A new DREAM Challenge was launched on June 30 focusing on the abnormal RNA molecules in cancer cells. The ICGC-TCGA DREAM SMC-RNA Challenge is an international effort designed to improve standard methods for identifying cancer-associated rearrangements in RNA sequencing (RNA-seq) data, providing new tools for cancer researchers. Improved RNA sequencing data will allow researchers to better understand cancer leading to new and better-personalized approaches to cancer treatment.
The Challenge is open to the entire research community, and anyone interested in participating is encouraged to register at https://synapse.org/SMC_RNA.
DREAM (Dialogue on Reverse Engineering Assessment and Methods) Challenges are a not-for-profit community effort that pose fundamental questions about systems biology and translational medicine to the wider research community. Designed and run by researchers from a variety of organizations, the Challenges invite participants to submit solutions to problems posed while working together in collaboration. The SMC series of DREAM Challenges have been running since 2013, and focus on key questions in cancer genomics. The SMC Challenges are led by Challenge Director Dr. Paul Boutros, a Principal Investigator at OICR, which serves as the central coordinating site.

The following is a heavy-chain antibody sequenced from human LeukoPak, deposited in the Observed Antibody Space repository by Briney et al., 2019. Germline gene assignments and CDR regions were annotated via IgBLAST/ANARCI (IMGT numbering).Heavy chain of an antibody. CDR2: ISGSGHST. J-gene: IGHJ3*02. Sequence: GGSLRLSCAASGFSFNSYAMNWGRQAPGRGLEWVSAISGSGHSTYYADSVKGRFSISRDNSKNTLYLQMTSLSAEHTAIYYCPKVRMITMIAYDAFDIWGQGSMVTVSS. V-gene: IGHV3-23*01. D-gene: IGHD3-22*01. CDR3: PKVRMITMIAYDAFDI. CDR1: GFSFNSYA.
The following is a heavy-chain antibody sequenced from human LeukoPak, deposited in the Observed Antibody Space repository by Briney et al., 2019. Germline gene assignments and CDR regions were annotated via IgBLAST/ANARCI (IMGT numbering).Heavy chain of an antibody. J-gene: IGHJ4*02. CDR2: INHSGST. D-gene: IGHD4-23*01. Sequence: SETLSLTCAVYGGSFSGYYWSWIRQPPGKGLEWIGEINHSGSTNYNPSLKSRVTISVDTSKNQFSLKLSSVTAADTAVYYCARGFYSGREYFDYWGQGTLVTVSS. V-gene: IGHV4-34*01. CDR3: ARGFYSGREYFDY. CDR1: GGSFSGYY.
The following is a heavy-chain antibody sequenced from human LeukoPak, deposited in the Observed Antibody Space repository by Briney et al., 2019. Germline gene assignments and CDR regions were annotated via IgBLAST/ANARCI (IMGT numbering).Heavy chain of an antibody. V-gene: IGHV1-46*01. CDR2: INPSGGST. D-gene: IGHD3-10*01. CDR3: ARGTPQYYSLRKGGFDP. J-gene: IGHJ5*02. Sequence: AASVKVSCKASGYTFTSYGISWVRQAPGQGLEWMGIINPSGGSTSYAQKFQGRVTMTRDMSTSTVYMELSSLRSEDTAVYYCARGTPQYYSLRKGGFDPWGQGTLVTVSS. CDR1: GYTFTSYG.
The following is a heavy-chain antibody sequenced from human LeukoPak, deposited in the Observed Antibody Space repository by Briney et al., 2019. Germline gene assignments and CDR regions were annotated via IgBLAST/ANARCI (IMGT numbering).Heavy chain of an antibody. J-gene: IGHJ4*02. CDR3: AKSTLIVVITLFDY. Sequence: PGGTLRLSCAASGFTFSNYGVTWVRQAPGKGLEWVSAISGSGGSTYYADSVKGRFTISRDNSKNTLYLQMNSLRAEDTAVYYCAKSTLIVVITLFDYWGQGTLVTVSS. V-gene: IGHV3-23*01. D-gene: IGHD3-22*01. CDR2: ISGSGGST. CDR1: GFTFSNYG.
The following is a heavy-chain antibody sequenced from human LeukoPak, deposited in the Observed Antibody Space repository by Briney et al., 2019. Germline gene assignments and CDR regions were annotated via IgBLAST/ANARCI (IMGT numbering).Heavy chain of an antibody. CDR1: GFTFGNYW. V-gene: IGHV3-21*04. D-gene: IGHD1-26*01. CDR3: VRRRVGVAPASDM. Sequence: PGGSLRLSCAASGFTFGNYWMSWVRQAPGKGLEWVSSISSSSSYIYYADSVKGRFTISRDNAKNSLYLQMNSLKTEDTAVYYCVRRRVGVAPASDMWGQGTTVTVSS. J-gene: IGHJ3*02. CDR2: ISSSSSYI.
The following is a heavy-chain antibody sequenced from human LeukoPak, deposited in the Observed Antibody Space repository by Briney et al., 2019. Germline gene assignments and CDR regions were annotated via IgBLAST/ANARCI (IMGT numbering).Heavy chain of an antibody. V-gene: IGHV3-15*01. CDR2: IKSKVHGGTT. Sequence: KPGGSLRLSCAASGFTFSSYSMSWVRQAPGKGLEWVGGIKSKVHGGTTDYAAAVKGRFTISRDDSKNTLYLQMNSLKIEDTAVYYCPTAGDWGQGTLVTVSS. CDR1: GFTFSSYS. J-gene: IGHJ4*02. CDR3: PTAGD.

To motivate participants and foster collaboration the DREAM Challenges use Sage Bionetwork’s Synapse platform, which provides leaderboards, discussion forums and the ability for teams to dynamically form and re-form as the Challenge proceeds. The SMC-RNA Challenge is unique in that it is entirely cloud-based, running on a series of academic cloud pilots created by the U.S. National Cancer Institute, which is co-funding this Challenge. A manuscript describing the challenge design and results, along with the winning model will be submitted to Nature Biotechnology for publication.
The SMC Challenges are led by Challenge Director Dr. Paul Boutros, a Principal Investigator at OICR, which serves as the central coordinating site.
Results from an earlier SMC DREAM Challenge were published last May in the journal Nature Methods. These results provided a new gold standard for defining the most accurate methods for identifying somatic mutations in cancer genomes. It is hoped that the SMC-RNA Challenge will provide the same for RNA sequencing data.
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